# What Is Type Conversion in Python

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A Python data type conversion method is called a conversion of type. We can convert objects of string type to a numeric value, convert them to various container types, etc. Python primarily provides two types of conversion methods: implicit conversion type and explicit conversion type.

## Implicit Type Conversion in Python:

In Python, the conversion of data type is called an implicit conversion of data type when it takes place duringcompilation, or duringrun time. Python manages the conversion of the implicit data type, so we do not directly convert the data type to another data type.

Implicit type casting means conversion without losing the original significance of data forms. This form of typecasting is important if you want to adjust the data without changing the importance of the values stored in the variable.

Conversion of the implicit type occurs automatically if a value is copied to its compatible type. Strict guidelines for conversion of forms shall be enforced during conversion. If the operands are of two different data types, then the operand with a lower data type will be automatically converted to a higher data type.

Let us add two Python variables of two types of data, and store the result in a variable, and see if the Python compiler converts the resultant variable data type.

value1 = 10
value2 = 10.5
sum = value1 + value2
print (sum)
print (type (sum)) #type() is used to display the datatype of a variable 

Output:

20.5
<class ‘float’> 

In the example above, we have taken and added two variables of integer and float data. In addition, we have declared and stored the result of the added variable called ‘sum’. By checking the sum variable data type, the Python compiler transforms the sum variable data type automatically into the float data type. This is referred to as conversion of implicit type.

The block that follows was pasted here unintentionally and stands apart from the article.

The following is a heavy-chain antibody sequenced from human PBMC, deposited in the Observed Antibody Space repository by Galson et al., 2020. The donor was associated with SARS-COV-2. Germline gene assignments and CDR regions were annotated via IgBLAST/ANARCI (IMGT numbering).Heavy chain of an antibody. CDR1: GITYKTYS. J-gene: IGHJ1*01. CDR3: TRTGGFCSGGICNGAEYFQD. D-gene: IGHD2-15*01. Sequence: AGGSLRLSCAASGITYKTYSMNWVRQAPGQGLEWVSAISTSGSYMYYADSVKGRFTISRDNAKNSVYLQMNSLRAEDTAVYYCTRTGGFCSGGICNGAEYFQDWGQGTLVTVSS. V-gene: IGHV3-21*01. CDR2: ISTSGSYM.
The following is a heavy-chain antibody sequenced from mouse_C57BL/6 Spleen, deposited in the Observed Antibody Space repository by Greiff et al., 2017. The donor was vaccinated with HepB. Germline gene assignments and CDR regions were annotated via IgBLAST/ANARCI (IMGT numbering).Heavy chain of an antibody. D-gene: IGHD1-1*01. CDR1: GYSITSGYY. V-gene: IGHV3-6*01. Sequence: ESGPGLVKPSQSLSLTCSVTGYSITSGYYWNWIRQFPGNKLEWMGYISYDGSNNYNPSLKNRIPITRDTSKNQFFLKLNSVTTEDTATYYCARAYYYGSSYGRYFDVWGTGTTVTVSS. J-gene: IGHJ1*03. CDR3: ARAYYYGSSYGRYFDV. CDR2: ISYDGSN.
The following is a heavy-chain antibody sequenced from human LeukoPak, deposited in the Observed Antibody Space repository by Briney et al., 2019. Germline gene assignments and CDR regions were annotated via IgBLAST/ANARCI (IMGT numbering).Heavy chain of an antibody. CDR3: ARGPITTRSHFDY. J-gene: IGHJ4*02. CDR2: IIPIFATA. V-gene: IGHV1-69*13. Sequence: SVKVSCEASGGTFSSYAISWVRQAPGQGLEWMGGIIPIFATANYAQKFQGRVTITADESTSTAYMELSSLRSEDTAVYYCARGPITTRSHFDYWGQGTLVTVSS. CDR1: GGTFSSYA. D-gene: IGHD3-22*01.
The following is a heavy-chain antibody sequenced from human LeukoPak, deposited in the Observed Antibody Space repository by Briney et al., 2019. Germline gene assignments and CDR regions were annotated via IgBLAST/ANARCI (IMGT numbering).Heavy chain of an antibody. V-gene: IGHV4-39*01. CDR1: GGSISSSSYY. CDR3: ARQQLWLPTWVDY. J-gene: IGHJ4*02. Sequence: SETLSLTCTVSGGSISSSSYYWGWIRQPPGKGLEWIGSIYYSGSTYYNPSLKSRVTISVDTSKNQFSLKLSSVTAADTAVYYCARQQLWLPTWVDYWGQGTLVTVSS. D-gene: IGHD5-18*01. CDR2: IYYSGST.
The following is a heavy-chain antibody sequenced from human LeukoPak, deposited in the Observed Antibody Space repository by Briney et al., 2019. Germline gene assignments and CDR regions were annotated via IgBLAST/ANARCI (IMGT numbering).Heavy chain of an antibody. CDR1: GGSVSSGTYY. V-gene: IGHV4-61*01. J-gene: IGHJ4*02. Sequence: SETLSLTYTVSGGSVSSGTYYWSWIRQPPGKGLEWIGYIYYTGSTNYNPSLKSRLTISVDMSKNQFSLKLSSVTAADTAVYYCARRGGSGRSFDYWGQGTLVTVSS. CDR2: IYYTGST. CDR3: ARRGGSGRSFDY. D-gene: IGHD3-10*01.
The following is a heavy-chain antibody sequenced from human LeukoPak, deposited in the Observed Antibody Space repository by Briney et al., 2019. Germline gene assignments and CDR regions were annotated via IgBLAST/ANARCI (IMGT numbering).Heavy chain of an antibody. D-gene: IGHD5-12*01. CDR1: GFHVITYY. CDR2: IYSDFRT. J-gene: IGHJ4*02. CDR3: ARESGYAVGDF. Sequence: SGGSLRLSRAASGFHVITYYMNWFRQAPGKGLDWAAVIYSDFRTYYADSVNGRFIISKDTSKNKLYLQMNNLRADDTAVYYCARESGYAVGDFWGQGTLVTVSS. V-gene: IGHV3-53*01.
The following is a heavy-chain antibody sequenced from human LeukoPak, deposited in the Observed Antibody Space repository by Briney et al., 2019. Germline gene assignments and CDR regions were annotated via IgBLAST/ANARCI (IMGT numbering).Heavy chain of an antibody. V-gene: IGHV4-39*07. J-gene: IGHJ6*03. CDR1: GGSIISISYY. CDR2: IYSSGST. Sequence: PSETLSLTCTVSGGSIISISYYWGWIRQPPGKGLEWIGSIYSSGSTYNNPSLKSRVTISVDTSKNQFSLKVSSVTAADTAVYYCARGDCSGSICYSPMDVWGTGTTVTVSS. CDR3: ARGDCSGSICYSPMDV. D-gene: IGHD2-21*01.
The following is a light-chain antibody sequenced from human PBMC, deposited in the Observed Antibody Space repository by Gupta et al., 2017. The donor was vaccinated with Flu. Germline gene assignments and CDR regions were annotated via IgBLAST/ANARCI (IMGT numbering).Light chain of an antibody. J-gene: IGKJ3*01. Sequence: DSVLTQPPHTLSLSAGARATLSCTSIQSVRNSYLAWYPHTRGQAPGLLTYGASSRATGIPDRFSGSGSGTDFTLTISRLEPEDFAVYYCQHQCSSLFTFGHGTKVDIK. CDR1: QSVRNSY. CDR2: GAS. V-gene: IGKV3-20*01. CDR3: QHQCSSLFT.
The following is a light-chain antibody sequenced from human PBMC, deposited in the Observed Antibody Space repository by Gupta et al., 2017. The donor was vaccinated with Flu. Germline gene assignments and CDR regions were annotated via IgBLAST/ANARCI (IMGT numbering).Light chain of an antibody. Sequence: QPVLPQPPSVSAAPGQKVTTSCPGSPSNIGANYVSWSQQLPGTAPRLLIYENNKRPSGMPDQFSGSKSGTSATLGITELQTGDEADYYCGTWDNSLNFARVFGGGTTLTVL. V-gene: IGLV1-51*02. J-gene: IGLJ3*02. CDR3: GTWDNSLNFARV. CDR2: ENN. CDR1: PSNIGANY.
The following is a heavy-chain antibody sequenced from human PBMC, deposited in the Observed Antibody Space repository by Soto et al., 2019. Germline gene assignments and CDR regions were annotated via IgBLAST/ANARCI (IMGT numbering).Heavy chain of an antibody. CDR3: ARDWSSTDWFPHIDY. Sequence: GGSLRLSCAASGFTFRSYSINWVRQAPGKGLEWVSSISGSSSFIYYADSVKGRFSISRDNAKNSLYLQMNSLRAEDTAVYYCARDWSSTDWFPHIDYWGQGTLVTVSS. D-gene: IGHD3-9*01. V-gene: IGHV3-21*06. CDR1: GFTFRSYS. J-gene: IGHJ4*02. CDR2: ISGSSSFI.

The explanation for converting the sum variable into the floating data type is that if the compiler had converted it into the integer data type, the fractional part had to be omitted and data loss would have occurred. Python thus turns smaller data types into larger data types to avoid data loss.

In certain instances, Python cannot use implicit conversion and explicit conversion of the form enters into play.

## Explicit Type Conversion in Python:

Users convert the data type of an object to the data type required by Explicit Type Conversion. To perform explicit type conversion, we use predefined functions such as int(), float(), str().

This conversion form is also called typecasting as the user casts (changes) the object data type.

The conversion of the explicit type happens when the programmer specifies the program clearly and explicitly. There are several built-in Python functions for explicit form conversion.

Syntax:

(required_data type)(expression)
Example:
value1 = 100
value2 = “300”
result1 = value1 + value2
value2 = int(value2)
result2 = value1 + value2
print(result2) 

Output:

Traceback (most recent call last):
File “”, line 1, in
TypeError: unsupported operand type(s) for +: ‘int’ and ‘str’
400 

Variable value1 is the data type number and variable value2 is the data type string. If these two entries are inserted and the value is stored in the variable called result1, a TypeError happens as seen in the output. So, we must use explicit casting to perform this operation.

We’ve turned the variable value2 to int and then inserted variable value1 and value2. The amount is stored in the result2 variable and 400 is shown in the output.

### int(a, base):

This function int (a, base) convertsany data type into an integer. It is a method to convert number stringain the givenbasevalue to decimal value. Base defines the base in which a string is transformedif the data type is a string. Base is set to 10 by default.

Example:

try:
a = “10010”
# string converting to int base 2
c = int(a,2)
print(‘string converted to int base 2 : ‘, c)
# string converting to int base 10
c = int(a)
print(‘string converted to int base 10: ‘, c)
except TypeError as typeError:
print(typeError) 

Output:

string converted to int base 2 : 18
string converted to int base 10: 10010 

### float():

A floating point number from a number or string is returned by float() method.

• Syntax:
• float(a)
• Types of argument, the method accepts: